Consultant says cost spikes in UK heading south

Construction cost inflation in the UK is set to ease this year and could be among the lowest in the western world, according to a report by Currie & Brown.

The price of projects is forecast to dip to between 3% and 3.8%, down from 4.1% last year and from an annual average of 4.6% over the past decade.

But Currie & Brown warned that the slower rate of inflation in the UK could still pose serious challenges to construction firms and the government’s £82bn infrastructure and construction pipeline (NICP) for 2024.

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Source: HM Treasury

Chancellor Jeremy Hunt, pictured recently visiting a data centre site being built by Mace in west London, has been warned inflation could add more than £1.5bn to his construction spending bill this year 

Around £1.56bn could be added to the cost of the NICP, the equivalent of 30 new schools or three new major hospitals unless projects are swiftly managed to minimise costs.

The report looked at the rate of construction cost inflation in 13 international markets, giving estimated growth in costs for the rest of 2024 as of February.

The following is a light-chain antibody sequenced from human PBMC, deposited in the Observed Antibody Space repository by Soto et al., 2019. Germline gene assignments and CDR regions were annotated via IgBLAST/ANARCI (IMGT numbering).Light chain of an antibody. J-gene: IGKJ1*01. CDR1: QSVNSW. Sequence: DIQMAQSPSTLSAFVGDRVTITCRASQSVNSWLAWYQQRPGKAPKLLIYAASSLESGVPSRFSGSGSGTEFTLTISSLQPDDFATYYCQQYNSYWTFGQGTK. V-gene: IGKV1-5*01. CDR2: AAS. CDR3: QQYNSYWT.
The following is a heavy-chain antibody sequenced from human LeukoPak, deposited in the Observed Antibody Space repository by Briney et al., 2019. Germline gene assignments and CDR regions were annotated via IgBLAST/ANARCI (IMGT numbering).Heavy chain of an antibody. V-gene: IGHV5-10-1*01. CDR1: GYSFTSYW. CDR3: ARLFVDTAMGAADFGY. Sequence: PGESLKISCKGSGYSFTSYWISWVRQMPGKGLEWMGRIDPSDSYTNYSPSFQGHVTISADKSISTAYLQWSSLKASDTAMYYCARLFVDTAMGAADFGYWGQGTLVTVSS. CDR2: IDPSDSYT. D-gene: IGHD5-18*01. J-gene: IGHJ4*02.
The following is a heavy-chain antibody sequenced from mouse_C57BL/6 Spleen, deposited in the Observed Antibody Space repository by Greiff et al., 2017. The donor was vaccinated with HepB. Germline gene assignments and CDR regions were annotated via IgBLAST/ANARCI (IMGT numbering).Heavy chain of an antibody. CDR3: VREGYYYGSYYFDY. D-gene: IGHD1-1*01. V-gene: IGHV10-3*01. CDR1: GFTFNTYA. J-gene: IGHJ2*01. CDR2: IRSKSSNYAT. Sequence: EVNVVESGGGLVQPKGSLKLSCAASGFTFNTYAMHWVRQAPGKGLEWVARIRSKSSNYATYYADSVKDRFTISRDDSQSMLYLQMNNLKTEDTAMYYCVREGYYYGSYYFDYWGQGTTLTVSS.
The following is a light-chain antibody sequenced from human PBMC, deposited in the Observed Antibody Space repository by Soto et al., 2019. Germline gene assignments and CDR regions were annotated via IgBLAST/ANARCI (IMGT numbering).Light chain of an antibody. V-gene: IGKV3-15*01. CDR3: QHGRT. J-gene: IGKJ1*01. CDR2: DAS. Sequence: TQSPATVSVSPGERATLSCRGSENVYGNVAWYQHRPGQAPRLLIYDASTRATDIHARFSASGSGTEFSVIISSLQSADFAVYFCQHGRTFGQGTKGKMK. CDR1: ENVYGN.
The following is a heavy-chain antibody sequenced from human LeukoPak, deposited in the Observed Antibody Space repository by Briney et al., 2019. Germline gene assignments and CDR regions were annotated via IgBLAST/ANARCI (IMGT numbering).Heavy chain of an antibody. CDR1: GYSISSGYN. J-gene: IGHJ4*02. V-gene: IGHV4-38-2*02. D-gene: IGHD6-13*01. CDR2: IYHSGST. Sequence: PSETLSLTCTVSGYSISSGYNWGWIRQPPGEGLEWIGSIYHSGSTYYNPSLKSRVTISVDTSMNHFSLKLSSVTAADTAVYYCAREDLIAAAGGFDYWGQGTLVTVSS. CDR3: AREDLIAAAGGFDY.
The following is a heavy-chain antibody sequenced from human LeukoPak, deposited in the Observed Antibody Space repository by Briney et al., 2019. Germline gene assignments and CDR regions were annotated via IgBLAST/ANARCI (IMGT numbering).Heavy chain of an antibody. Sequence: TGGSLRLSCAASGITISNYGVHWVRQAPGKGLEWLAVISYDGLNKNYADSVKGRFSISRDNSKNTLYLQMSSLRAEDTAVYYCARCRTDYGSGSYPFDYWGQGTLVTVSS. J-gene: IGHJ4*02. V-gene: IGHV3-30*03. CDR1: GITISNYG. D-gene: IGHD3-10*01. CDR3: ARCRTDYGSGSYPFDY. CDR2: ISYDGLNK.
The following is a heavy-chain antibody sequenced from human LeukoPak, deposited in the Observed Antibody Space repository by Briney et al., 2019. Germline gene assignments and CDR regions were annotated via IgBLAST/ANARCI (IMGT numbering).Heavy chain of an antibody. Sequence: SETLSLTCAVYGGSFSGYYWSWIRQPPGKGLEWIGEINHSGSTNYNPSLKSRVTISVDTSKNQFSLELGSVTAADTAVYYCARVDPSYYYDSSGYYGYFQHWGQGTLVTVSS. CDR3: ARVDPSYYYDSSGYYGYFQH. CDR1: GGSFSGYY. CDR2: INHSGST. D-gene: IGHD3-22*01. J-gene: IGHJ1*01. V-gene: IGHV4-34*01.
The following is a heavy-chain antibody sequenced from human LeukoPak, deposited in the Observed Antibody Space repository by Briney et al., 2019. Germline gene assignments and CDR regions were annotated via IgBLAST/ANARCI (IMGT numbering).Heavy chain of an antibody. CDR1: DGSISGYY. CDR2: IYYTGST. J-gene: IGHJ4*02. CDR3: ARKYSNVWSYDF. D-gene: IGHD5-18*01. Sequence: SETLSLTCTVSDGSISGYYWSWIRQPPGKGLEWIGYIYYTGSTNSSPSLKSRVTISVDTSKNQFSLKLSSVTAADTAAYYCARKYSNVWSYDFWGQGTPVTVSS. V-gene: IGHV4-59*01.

It found inflation of 4% and 6% in Europe, 3% to 6% in the US and 5.5% to 6.5% in Australia.

The sharpest cost increases are expected in Japan, where prices could go up as much as 10% to 20%, while the lowest is expected in China, at 1.8% to 2.3%.

>> See also: Construction output down as UK falls into recession

The consultant’s chief operating officer for the UK and Europe Nick Gray said: “Cost escalation is a significant challenge for the construction industry, but it is also nothing new.

“For the past 10 years we have seen construction costs rise on average by 4.6% per year. As an industry we need to stop firefighting and work with our clients to deal with this long-term trend.”

Shared drivers of inflation across international markets this year include geopolitical disruption in Ukraine and the Middle East, including ongoing disruption to Red Sea trade routes caused by attacks on shipping by Houthi rebels.

>> See also: Red Sea crisis: how worried does construction really need to be?

>> See also: Attacks on Red Sea shipping becoming ‘significant issue’ for construction products, CPA warns

This is expected to be exacerbated by skills and materials shortages and tightening sustainability rules. New biodiversity net gain rules in the UK, which came into force this month, could also drive up costs in the short term.

Currie & Brown said firms should look at new ways of working to keep costs down, including modular construction to reduce material and skills demands, using AI to predict future cost increases and incorporating carbon mitigations earlier in schemes so changes will not be needed later to meet incoming regulations.